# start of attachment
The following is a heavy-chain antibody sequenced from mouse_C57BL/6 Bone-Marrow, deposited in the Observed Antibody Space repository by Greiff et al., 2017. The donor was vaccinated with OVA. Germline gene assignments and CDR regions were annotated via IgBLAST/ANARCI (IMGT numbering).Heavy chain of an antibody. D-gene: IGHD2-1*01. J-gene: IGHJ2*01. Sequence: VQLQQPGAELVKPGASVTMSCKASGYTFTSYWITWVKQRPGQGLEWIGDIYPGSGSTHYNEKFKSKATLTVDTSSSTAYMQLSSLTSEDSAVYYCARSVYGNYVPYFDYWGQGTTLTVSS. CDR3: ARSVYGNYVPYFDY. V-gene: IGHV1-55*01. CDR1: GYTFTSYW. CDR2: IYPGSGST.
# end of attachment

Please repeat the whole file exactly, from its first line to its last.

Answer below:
The following is a heavy-chain antibody sequenced from mouse_C57BL/6 Bone-Marrow, deposited in the Observed Antibody Space repository by Greiff et al., 2017. The donor was vaccinated with OVA. Germline gene assignments and CDR regions were annotated via IgBLAST/ANARCI (IMGT numbering).Heavy chain of an antibody. D-gene: IGHD2-1*01. J-gene: IGHJ2*01. Sequence: VQLQQPGAELVKPGASVTMSCKASGYTFTSYWITWVKQRPGQGLEWIGDIYPGSGSTHYNEKFKSKATLTVDTSSSTAYMQLSSLTSEDSAVYYCARSVYGNYVPYFDYWGQGTTLTVSS. CDR3: ARSVYGNYVPYFDY. V-gene: IGHV1-55*01. CDR1: GYTFTSYW. CDR2: IYPGSGST.